| Security

Kunduz in 'darkness' as Taliban continues nighttime communication bans

By Hedayatullah

Taliban militants are keeping Kunduz Province residents in the dark -- depriving them of telephone and internet services -- as they force telecom companies to shut down their towers at night. [Hedayatullah]

KUNDUZ -- The Taliban are keeping Kunduz Province residents in the dark -- depriving them of telephone and internet services -- as they force telecommunications companies throughout the province to shut down their towers at night.

Fearful that Afghan National Defence and Security Forces can track their movements at night through network antennas, the militants have threatened to destroy their towers if they operate between 4pm and 6am.

The nightly shutdown has been going on for the past two and a half years, according to local residents and officials.


A telecom tower is shown in Kunduz city, Kunduz Province, on January 22. A majority of telecom services shut down their towers between 4pm and 6am after receiving threats from Taliban militants. [Hedayatullah]

A telecom tower is shown in Kunduz city, Kunduz Province, on January 22. A majority of telecom services shut down their towers between 4pm and 6am after receiving threats from Taliban militants. [Hedayatullah]

Last year, residents of Kunduz Province pointed out another hardship inflicted on them by the Taliban: its fraudulent, forced collection of electricity "bills" from civilians even if the militant group did not provide any services.

'Shame on the Taliban'

The Taliban told the telecom companies that if they disobey their orders to shut down transmission at night, they will blow up their transmission towers, said 31-year-old Kunduz resident Ehsanullah Saadat.

"At 4pm sharp, all telecom networks including Roshan, Afghan Telecom, Etisalat and MTN disconnect," he told Salaam Times.

"When telecom connectivity stops, it means our hands and feet are tied," he said. "Nobody can can call a taxi to take someone [to the hospital] or send a message to their relatives about anything."

"Shame on this terrible act by the Taliban that keeps us in darkness," Saadat said.

For Muhammad Aman Sakhizada, 26, another local resident, this "disgraceful act of the Taliban shows that they never want us to live comfortably".

"We are tired of this situation -- how much longer do we have to tolerate these difficulties?" he said.

"The Taliban must not deprive us of legitimate rights," he told Salaam Times. "Only one network functions during the night, and its voice and internet quality has worsened because it's overused."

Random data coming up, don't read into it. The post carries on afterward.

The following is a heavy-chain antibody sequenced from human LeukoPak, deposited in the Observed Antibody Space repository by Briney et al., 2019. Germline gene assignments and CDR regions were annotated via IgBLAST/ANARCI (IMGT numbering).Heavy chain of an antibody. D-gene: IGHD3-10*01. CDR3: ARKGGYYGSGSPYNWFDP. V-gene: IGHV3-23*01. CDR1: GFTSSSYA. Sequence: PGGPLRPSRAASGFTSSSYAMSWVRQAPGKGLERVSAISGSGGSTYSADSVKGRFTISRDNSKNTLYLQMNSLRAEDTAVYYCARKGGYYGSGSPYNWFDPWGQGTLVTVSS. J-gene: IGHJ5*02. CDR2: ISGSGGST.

That network, run by the government, ignored the Taliban's threats.

Social-media platforms such as Facebook and Twitter as well as internet news websites are among the key sources of information for many inhabitants of the region.

Abdul Raqib Faqirzada, 35, a reporter for Kunduz Radio, said that since the Taliban imposed these limitations, he has had problems accessing information.

"I run a live show on one of the local radio stations, but because the telecom networks are shut down at night, our audience can't call in to our live shows," he told Salaam Times.

"We don't get any news about our country and the world at night because of the network shutdown," said Abdul Salam Karimi, 26, a civil society activist in Kunduz. "The Taliban try to keep us in darkness, and these acts have increased hatred toward them."

Disobeying Taliban threats

The Taliban have delivered on their threats, say local residents.

"The Taliban set fire to a telecom tower 14 months ago in the Zakhail area of Kunduz Province because their order was not observed," said Omer Faqiri, 42, a resident of Chahar Dara District.

"This tower stopped its connectivity one hour later than the time the Taliban set," he told Salaam Times. "That was why the Taliban burned down the tower and beat up its security guards."

At times, though, the Afghan government has undercut Taliban attempts to inflict hardship on the population.

In Helmand Province last year, the government-owned Salaam Network built antennas to restore telecom connectivity after private firms intimidated by the Taliban shut down their service.

The Afghan government should require Kunduz telecom companies to keep their networks online in defiance of the Taliban, say local authorities.

"The Taliban receive orders to shut down the towers from their masters, unaware that they are cutting off their own roots," Amruddin Wali, a member of the Kunduz Provincial Council, told Salaam Times, referring to the Taliban inconveniencing and antagonising telecom consumers.

"We call upon the government to terminate the licences of those telecom companies that have stopped their services in the province after the Taliban threatened them."

Security officials in Kunduz Province say they are planning to continue clearance operations against the militants to ensure telecom services in the region remain connected.

Military operations launched in many vulnerable areas of Kunduz Province are already yielding "good results", said Kunduz Police spokesperson Inamuddin Rahmani.

"After receiving serious casualties during night operations, the Taliban have forced the telecom companies to stop their services," he told Salaam Times. "The Taliban have lost their morale to fight, and they try to respond with moves that harm the public interest."

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| 03-04-2019

The government should give guarantee for the security of the antennas and then the networks will be activated 24 hours. You have not seen the conditions yourselves that is why you are speaking this way.

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